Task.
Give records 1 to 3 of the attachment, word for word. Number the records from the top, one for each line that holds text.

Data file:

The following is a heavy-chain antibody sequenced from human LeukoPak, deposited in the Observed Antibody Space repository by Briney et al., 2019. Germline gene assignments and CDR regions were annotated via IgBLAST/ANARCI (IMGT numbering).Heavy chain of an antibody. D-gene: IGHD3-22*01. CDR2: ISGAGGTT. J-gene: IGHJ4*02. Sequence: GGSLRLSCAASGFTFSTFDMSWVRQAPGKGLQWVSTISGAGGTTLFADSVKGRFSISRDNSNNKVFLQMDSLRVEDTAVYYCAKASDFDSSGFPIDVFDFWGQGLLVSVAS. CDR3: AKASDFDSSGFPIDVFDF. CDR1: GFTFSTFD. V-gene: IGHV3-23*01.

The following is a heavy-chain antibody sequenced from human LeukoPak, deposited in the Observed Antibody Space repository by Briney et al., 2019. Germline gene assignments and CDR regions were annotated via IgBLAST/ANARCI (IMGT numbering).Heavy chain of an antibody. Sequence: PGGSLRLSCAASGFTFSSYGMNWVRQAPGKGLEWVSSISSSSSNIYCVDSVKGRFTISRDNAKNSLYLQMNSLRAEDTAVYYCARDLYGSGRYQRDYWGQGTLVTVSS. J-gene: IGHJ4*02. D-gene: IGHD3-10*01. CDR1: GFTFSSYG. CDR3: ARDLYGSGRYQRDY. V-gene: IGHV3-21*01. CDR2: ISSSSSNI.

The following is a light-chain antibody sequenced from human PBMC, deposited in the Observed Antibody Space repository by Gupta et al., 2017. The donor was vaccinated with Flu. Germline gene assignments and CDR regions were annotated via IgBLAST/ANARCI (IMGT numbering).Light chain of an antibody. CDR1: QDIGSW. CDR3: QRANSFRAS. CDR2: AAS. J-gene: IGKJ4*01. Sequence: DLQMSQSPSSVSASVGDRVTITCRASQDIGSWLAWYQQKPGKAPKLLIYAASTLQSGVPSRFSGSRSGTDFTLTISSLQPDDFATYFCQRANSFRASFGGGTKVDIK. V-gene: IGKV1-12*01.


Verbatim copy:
The following is a heavy-chain antibody sequenced from human LeukoPak, deposited in the Observed Antibody Space repository by Briney et al., 2019. Germline gene assignments and CDR regions were annotated via IgBLAST/ANARCI (IMGT numbering).Heavy chain of an antibody. D-gene: IGHD3-22*01. CDR2: ISGAGGTT. J-gene: IGHJ4*02. Sequence: GGSLRLSCAASGFTFSTFDMSWVRQAPGKGLQWVSTISGAGGTTLFADSVKGRFSISRDNSNNKVFLQMDSLRVEDTAVYYCAKASDFDSSGFPIDVFDFWGQGLLVSVAS. CDR3: AKASDFDSSGFPIDVFDF. CDR1: GFTFSTFD. V-gene: IGHV3-23*01.

The following is a heavy-chain antibody sequenced from human LeukoPak, deposited in the Observed Antibody Space repository by Briney et al., 2019. Germline gene assignments and CDR regions were annotated via IgBLAST/ANARCI (IMGT numbering).Heavy chain of an antibody. Sequence: PGGSLRLSCAASGFTFSSYGMNWVRQAPGKGLEWVSSISSSSSNIYCVDSVKGRFTISRDNAKNSLYLQMNSLRAEDTAVYYCARDLYGSGRYQRDYWGQGTLVTVSS. J-gene: IGHJ4*02. D-gene: IGHD3-10*01. CDR1: GFTFSSYG. CDR3: ARDLYGSGRYQRDY. V-gene: IGHV3-21*01. CDR2: ISSSSSNI.

The following is a light-chain antibody sequenced from human PBMC, deposited in the Observed Antibody Space repository by Gupta et al., 2017. The donor was vaccinated with Flu. Germline gene assignments and CDR regions were annotated via IgBLAST/ANARCI (IMGT numbering).Light chain of an antibody. CDR1: QDIGSW. CDR3: QRANSFRAS. CDR2: AAS. J-gene: IGKJ4*01. Sequence: DLQMSQSPSSVSASVGDRVTITCRASQDIGSWLAWYQQKPGKAPKLLIYAASTLQSGVPSRFSGSRSGTDFTLTISSLQPDDFATYFCQRANSFRASFGGGTKVDIK. V-gene: IGKV1-12*01.